In 1864-65, John Wilkes Booth and his cohorts allegedly cooked up plots to assassinate Abraham Lincoln at this Washington house. Today, the old boarding house once owned by Booth confidant Mary Surratt is used for another kind of cooking -- it's an Asian restaurant called Wok & Roll that serves General Tso's bean curd for $7.75, Eight Treasure Clay Pot for $14.95, Mai Tais for $7.50 and large glasses of warm sake for $9.50. (Here's their full menu. Happy hours are weekdays from 5 p.m.-8 p.m.)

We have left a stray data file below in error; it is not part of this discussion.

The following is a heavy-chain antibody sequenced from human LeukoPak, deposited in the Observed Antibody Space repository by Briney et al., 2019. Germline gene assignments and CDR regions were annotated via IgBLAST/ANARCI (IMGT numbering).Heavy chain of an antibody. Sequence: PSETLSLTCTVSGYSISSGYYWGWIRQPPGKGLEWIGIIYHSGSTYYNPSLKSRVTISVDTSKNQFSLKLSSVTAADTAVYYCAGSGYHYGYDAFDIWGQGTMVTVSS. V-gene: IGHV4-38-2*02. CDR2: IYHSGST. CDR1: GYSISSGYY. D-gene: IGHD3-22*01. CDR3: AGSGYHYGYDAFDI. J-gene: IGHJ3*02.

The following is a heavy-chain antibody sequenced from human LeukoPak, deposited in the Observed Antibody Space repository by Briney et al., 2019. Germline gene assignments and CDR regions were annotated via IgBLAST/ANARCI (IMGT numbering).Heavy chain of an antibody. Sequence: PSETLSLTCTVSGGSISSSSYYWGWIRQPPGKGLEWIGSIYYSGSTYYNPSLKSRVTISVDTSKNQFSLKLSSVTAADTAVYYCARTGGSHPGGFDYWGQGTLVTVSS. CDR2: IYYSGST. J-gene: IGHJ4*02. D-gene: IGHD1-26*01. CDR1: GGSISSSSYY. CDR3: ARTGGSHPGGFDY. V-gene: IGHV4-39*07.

"Woman as she was, she knew her business well; sick as she was, she had strength sufficient for her fearful purpose, and stern as the sentence was, its justice was absolute, its execution certain," the New York Times reported the day after Surratt was hanged. "We have heard many express the desire that the woman's life might be spared and its weary hours passed in the quiet of the prison, but no one who knew the President and his unmoveable nature supposed for an instant that the sentence would be changed in jot or tittle."